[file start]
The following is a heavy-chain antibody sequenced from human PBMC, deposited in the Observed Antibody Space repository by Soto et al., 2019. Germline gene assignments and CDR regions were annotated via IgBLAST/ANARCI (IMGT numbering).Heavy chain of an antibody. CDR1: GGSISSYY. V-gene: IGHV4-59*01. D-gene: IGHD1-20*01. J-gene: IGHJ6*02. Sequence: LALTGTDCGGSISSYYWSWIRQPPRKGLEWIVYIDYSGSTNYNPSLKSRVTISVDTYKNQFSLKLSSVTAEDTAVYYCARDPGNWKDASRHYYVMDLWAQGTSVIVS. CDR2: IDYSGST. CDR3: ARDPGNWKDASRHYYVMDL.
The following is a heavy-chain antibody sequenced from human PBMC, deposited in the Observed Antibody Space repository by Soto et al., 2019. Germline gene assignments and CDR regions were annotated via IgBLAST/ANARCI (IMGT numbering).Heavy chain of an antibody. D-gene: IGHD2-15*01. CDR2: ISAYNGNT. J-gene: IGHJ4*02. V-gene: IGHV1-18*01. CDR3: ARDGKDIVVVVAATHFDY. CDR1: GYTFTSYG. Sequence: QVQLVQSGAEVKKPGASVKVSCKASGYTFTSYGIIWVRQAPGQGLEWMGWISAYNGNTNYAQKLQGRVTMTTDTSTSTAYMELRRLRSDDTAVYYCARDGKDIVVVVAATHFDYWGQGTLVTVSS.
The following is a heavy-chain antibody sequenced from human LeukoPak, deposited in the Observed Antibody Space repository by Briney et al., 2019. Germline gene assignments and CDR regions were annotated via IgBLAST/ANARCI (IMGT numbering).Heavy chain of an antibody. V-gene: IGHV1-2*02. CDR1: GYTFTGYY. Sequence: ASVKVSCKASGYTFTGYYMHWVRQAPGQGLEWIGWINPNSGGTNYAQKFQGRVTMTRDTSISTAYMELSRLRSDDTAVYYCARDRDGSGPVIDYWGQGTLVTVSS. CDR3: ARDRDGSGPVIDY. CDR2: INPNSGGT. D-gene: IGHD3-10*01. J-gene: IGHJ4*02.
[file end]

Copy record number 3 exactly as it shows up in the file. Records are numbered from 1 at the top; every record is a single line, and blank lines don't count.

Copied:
The following is a heavy-chain antibody sequenced from human LeukoPak, deposited in the Observed Antibody Space repository by Briney et al., 2019. Germline gene assignments and CDR regions were annotated via IgBLAST/ANARCI (IMGT numbering).Heavy chain of an antibody. V-gene: IGHV1-2*02. CDR1: GYTFTGYY. Sequence: ASVKVSCKASGYTFTGYYMHWVRQAPGQGLEWIGWINPNSGGTNYAQKFQGRVTMTRDTSISTAYMELSRLRSDDTAVYYCARDRDGSGPVIDYWGQGTLVTVSS. CDR3: ARDRDGSGPVIDY. CDR2: INPNSGGT. D-gene: IGHD3-10*01. J-gene: IGHJ4*02.